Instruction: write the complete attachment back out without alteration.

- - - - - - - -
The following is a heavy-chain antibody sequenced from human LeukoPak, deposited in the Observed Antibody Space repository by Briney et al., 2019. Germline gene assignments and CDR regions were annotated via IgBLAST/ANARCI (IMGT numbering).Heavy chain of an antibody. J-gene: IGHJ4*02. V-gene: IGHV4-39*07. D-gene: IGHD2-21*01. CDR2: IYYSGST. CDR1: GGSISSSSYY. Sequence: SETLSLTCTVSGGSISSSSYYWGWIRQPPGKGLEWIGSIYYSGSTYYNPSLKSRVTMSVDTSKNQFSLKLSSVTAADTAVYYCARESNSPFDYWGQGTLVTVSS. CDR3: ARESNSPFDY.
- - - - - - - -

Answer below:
The following is a heavy-chain antibody sequenced from human LeukoPak, deposited in the Observed Antibody Space repository by Briney et al., 2019. Germline gene assignments and CDR regions were annotated via IgBLAST/ANARCI (IMGT numbering).Heavy chain of an antibody. J-gene: IGHJ4*02. V-gene: IGHV4-39*07. D-gene: IGHD2-21*01. CDR2: IYYSGST. CDR1: GGSISSSSYY. Sequence: SETLSLTCTVSGGSISSSSYYWGWIRQPPGKGLEWIGSIYYSGSTYYNPSLKSRVTMSVDTSKNQFSLKLSSVTAADTAVYYCARESNSPFDYWGQGTLVTVSS. CDR3: ARESNSPFDY.